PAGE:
Upgrading directly from Windows 7 to Windows 11 will take some extra steps

Windows 11 Install
Windows 11 Install (Image credit: Daniel Rubino / Windows Central)

What you need to know

  • Upgrading directly from Windows 7 to Windows 11 will require a clean install or for you to reimage your PC.
  • In contrast, PCs moving from Windows 10 will also have the option to upgrade through Windows Settings.
  • Only PCs that meet the minimum requirements for Windows 11 will be able to upgrade to the new operating system.

If you plan to upgrade your PC directly from Windows 7 to Windows 11, you'll have to go through a bit of a longer process. PCs that meet the Windows 11 minimum requirements will have to perform a clean install or reimage a PC to go directly to Windows 11. The details for the upgrade process are answered in an FAQ page from Lenovo (opens in new tab) about Windows 11.

When asked about the upgrade path from Windows 7 to Windows 11, Lenovo explains:

Most devices available for purchase now will be upgradeable to Windows 11. You will have the option to upgrade, clean install, or reimage Windows 10 devices to move to Windows 11. For Windows 7 devices that meet hardware requirements, you will need to clean install or reimage to go directly to Windows 11.

It's unclear how many PCs currently running Windows 7 meet the minimum requirements of Windows 11. Windows 7 has been out of support since January 2020 and is now quite dated for an operating system.

The upgrade path from Windows 7 to Windows 11 may affect business and enterprise customers more than individual people. Some organizations still run Windows 7 across networks of PCs.

If people don't want to perform a clean install, they could upgrade a PC to Windows 10 first and then upgrade to Windows 11.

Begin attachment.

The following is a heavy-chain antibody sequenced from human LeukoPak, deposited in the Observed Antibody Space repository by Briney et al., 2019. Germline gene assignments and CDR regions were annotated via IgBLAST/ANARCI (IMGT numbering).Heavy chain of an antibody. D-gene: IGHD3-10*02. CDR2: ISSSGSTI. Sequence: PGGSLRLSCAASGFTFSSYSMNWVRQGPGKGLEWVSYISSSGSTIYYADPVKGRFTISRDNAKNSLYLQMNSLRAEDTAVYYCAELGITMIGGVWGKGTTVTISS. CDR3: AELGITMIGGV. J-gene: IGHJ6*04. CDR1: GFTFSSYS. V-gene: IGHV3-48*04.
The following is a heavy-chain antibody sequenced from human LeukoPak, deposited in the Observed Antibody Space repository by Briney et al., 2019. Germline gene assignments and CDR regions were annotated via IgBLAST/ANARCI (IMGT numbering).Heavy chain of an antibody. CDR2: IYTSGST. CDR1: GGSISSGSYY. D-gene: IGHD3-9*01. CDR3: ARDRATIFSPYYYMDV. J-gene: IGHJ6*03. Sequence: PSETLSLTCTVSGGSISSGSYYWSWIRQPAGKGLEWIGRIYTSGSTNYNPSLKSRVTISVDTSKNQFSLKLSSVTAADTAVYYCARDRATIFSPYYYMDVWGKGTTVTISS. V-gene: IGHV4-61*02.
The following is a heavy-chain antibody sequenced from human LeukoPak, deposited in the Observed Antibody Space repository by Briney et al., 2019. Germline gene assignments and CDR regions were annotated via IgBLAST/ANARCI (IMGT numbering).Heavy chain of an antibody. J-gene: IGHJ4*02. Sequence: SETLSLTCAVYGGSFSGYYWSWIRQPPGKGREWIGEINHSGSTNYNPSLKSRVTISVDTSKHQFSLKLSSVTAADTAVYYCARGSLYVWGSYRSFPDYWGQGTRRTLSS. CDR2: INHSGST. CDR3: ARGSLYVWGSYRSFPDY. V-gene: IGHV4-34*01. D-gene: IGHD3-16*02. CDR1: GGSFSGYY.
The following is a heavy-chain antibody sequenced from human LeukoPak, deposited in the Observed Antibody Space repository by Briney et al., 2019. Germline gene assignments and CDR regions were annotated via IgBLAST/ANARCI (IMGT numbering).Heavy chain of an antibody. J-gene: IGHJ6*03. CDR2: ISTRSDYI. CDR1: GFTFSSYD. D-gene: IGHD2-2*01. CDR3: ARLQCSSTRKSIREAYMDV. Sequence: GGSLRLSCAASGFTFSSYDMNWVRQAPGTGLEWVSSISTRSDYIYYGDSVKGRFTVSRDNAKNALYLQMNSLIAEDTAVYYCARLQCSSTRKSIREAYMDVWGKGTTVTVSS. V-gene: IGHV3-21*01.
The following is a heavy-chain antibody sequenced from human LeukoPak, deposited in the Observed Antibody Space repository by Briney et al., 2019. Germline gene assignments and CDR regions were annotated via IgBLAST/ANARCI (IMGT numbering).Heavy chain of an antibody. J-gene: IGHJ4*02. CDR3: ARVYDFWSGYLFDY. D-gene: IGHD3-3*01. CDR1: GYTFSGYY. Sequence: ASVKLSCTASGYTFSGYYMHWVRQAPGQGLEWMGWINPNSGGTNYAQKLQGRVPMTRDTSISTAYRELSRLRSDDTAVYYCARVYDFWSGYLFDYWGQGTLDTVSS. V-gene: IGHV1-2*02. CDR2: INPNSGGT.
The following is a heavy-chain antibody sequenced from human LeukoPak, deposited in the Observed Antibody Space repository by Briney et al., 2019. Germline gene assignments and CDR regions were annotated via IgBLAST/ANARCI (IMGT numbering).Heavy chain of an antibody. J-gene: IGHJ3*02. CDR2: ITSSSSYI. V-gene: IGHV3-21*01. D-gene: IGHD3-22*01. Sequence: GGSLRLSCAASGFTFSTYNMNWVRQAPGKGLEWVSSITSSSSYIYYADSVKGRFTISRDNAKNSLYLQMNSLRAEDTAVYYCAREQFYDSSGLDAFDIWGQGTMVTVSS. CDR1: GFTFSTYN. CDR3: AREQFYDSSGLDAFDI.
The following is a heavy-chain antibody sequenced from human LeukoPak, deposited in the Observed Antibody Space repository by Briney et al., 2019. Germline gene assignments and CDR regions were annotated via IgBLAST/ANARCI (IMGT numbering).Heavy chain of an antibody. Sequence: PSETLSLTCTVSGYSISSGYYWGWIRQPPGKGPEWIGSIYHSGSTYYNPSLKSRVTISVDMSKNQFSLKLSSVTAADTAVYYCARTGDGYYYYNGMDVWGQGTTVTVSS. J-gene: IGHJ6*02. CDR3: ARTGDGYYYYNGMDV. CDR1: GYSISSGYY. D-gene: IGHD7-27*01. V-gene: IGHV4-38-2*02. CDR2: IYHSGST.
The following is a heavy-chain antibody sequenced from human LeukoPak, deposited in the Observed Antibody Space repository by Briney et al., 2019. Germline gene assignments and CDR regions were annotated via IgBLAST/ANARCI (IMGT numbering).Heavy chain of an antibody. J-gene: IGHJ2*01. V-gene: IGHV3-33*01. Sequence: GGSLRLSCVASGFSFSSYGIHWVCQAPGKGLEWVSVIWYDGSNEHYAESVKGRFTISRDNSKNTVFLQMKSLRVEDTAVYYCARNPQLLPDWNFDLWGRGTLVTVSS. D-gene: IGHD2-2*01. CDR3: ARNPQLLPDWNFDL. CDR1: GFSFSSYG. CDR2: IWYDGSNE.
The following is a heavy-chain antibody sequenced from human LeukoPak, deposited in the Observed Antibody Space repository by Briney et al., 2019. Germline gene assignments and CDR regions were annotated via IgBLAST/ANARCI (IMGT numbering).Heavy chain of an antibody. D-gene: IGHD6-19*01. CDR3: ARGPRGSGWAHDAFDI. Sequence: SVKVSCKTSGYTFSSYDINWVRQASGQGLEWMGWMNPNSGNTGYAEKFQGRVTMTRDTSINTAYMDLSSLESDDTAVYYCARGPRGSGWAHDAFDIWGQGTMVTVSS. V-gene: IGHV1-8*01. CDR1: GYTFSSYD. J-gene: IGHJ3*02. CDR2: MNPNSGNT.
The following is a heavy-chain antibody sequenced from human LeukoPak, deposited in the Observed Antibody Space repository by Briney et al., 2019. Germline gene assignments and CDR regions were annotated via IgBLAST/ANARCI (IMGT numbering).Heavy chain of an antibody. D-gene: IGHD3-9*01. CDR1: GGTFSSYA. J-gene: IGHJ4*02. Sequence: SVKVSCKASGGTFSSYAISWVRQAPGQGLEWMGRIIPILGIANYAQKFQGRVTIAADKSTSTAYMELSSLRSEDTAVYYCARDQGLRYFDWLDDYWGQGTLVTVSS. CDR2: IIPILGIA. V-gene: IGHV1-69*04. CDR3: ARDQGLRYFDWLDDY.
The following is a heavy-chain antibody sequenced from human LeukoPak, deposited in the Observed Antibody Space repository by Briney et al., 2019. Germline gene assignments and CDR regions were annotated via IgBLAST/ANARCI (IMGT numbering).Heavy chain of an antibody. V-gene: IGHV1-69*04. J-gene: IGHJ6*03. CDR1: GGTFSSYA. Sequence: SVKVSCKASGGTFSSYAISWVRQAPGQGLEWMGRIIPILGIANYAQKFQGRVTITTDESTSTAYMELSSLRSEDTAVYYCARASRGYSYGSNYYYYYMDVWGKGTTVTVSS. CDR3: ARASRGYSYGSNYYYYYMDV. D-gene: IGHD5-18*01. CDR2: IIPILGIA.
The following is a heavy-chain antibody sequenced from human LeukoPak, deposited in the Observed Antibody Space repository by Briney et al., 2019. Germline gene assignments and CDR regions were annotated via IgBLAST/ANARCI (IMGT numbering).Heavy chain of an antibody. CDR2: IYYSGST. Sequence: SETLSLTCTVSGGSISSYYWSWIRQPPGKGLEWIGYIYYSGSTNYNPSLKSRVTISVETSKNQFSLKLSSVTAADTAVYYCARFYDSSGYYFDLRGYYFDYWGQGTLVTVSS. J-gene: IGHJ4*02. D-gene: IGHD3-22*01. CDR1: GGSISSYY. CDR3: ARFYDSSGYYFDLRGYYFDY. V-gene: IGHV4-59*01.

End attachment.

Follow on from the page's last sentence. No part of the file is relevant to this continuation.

Sean Endicott
News Writer and apps editor

Sean Endicott brings nearly a decade of experience covering Microsoft and Windows news to Windows Central. He joined our team in 2017 as an app reviewer and now heads up our day-to-day news coverage. If you have a news tip or an app to review, hit him up at sean.endicott@futurenet.com (opens in new tab).

  • Well this is pretty obvious. For the few Windows 7 people who aren't against ANY OS update, it will serve as a lesson, I guess.
    We're talking about Windows SEVEN. People are insane.
  • I saw Windows XP in some Indian banks. Isn't that insane ?
  • Going from Win7 to 8.x or 10 would have been a downgrade. At this point those still running Win7 are probably also running on systems that are near a decade old or older. If they want Win11 at all, then they probably want a new computer, too. And there are about 100 million of us still using Win7. It works fine for how it's used, which is probably not for casual browsing of the Internet (I know I don't). If Microsoft (or someone else) offers an Aero skin for Windows 11 to give the look and feel of Win7, then a lot of users might be inclined to get that new PC.
  • I never understood the love affair of Windows 7 I actually switched to Mac OS. And then something called Surface Pro and Windows 8 happen and then I switched to PC again.
  • Considering that official Kaby Lake (7th Gen) Intel and all Ryzen CPUs aren't officially supported on Windows 7, I'm not surprised that a clean install is required. Especially since 1st gen Ryzen and 7th Gen Intel aren't currently on the Win 11 support list, the only reason you'd make the jump is if you've moved the drive with your Windows install between PCs - and most the majority of that minority of people will have probably clean installed anyway. Essentially, unless Microsoft decide to support CPUs prior to Ryzen and 7th gen Intel on Windows 11, providing an in-place upgrade doesn't make any sense.